* Euro last little changed in volatile trade
* Euro falls to one-week low after U.S. consumption data
* U.S. ISM also weighs on risk tolerance
* Bernanke gives no QE hint (Updates prices, adds quotes and details)
NEW YORK, March 1 (Reuters) - The euro was little changed in volatile trading on Thursday after falling to a one-week low on U.S. economic data which had reignited doubt about the strength of the recovery.
Real personal consumption in January was unchanged from the prior month, making it the third month in a row it was flat. . A separate report showing the pace of growth in the U.S. manufacturing sector unexpectedly slowed in February, added to risk aversion and weighed on the euro.
The euro had already been weak before New York opened after a huge injection of cash by the European Central Bank on Wednesday and lingering concerns about debt and the fragile euro zone economy.
Testimony from Federal Reserve Chairman Ben Bernanke to a Senate panel after testimony to Congress on Wednesday was closely watched but in the final analysis had minimal impact.
"The manufacturing ISM (was) more important and it should keep the pressure on the euro today," said Joseph Trevisani, chief market strategist at Worldwide Markets in Woodcliff Lake, New Jersey.
The euro was little changed at $1.3324 after touching a one-week low of $1.3280, breaking near-term support at its 100-day simple moving average of $1.3293. Traders had earlier said a fall below that level could push it toward $1.32. The session peak posted at $1.3356 in early trading.
The euro is now down more than a cent from three-month high of $1.3485 touched on Wednesday, according to Reuters data. The euro also posted its best monthly performance in February since October.
Repeating Wednesday's prepared remarks, the Fed chairman cautioned that the recent steep drop in the U.S. unemployment rate was unlikely to continue given a still soft economy, but he stopped short of signaling a further easing of monetary policy.
"The market is starting to realize that QE3 is off the table though Bernanke still has a cautious tone," said David Song, currency analyst at DailyFX. "Bernanke is a little more dovish than yesterday, highlighting concerns about fiscal responsibility and that the debt situation is unsustainable."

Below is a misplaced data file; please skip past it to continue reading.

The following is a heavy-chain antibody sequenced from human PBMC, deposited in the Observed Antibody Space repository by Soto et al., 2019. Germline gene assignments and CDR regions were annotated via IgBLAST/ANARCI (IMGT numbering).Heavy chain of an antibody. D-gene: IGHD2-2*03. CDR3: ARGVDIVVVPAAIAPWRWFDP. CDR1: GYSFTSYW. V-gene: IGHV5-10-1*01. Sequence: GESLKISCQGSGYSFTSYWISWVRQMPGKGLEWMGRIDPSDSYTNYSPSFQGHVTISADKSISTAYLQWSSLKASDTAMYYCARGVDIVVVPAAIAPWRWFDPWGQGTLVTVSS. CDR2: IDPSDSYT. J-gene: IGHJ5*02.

Attention on Thursday also turned to a European Union summit and a meeting of euro zone finance ministers amid discussion of Greece's progress on meeting the terms of its latest bailout. Analysts said this may highlight the risks of Greece struggling to comply with the harsh austerity measures demanded of it. .
Traders reported early euro selling by Asian central banks and macro funds, with many cutting euro positions as the ECB's injection of 530 billion euros in three-year funds had been broadly priced in.
Traders said the $1.35 level could now act as stiff resistance if the euro moves higher, with many investors looking to sell into any rally.
Morgan Stanley analysts were more upbeat on the euro's immediate prospects, raising their end-March euro/dollar forecast to $1.34 from $1.27 as the ECB funds eased banking and sovereign debt strains. They still expect the euro to decline sharply by the end of the year, however, though they now see it at $1.19 rather than $1.15.
Investors are mindful that the euro zone's structural debt problems could not be solved unless the economy picks up.
The dollar fell 0.2 percent against the yen to 81.09 yen. However, it remains close to a nine-month high touched on Monday as the yen remains under pressure after Bank of Japan easing measures.
UBS strategists said that they expected the Fed to normalize rates much earlier than the Bank of Japan, a policy divergence that should lead to a widening of the gap between two-year Treasuries and Japanese government bond yields.
The yield gap has a tight correlation with the dollar/yen pair and a widening should see the dollar drift higher. As such, UBS expects the dollar to rise to 85 yen by 2012 and 90 yen by 2013 and repatriation flows ahead of the Japanese financial year end in March are unlikely to be yen supportive.
The Australian dollar rose 0.7 percent to $1.0802, helped by robust Chinese PMI data, though it was well below a seven-month peak touched on Wednesday. (Reporting by Nick Olivari; Editing by James Dalgleish)